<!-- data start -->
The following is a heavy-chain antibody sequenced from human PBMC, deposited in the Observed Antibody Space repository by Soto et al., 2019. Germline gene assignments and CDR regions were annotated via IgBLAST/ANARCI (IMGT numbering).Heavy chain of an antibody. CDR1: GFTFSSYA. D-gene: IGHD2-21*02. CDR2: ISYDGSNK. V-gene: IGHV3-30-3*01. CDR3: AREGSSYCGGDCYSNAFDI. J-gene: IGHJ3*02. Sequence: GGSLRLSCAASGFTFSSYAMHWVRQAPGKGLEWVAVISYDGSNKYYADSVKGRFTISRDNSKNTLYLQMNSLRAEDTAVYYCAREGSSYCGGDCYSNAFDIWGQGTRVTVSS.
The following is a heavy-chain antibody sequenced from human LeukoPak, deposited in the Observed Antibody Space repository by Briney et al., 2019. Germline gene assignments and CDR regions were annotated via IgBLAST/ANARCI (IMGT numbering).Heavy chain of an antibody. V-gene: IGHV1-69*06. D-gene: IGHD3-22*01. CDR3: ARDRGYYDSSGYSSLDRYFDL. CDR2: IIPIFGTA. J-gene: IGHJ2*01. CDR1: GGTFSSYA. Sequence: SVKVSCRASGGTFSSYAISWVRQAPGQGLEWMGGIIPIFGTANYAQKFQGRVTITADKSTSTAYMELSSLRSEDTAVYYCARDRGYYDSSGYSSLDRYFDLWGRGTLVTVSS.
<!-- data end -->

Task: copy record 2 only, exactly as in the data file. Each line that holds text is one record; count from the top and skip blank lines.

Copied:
The following is a heavy-chain antibody sequenced from human LeukoPak, deposited in the Observed Antibody Space repository by Briney et al., 2019. Germline gene assignments and CDR regions were annotated via IgBLAST/ANARCI (IMGT numbering).Heavy chain of an antibody. V-gene: IGHV1-69*06. D-gene: IGHD3-22*01. CDR3: ARDRGYYDSSGYSSLDRYFDL. CDR2: IIPIFGTA. J-gene: IGHJ2*01. CDR1: GGTFSSYA. Sequence: SVKVSCRASGGTFSSYAISWVRQAPGQGLEWMGGIIPIFGTANYAQKFQGRVTITADKSTSTAYMELSSLRSEDTAVYYCARDRGYYDSSGYSSLDRYFDLWGRGTLVTVSS.